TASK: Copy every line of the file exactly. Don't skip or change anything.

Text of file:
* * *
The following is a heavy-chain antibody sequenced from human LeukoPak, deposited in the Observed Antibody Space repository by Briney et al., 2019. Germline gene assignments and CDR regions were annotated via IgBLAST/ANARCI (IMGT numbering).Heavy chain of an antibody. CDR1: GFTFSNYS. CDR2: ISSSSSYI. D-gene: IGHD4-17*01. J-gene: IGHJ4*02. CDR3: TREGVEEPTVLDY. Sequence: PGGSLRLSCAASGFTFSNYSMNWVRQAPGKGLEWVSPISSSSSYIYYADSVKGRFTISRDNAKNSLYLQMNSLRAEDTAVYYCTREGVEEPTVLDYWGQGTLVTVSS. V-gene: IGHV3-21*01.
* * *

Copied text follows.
The following is a heavy-chain antibody sequenced from human LeukoPak, deposited in the Observed Antibody Space repository by Briney et al., 2019. Germline gene assignments and CDR regions were annotated via IgBLAST/ANARCI (IMGT numbering).Heavy chain of an antibody. CDR1: GFTFSNYS. CDR2: ISSSSSYI. D-gene: IGHD4-17*01. J-gene: IGHJ4*02. CDR3: TREGVEEPTVLDY. Sequence: PGGSLRLSCAASGFTFSNYSMNWVRQAPGKGLEWVSPISSSSSYIYYADSVKGRFTISRDNAKNSLYLQMNSLRAEDTAVYYCTREGVEEPTVLDYWGQGTLVTVSS. V-gene: IGHV3-21*01.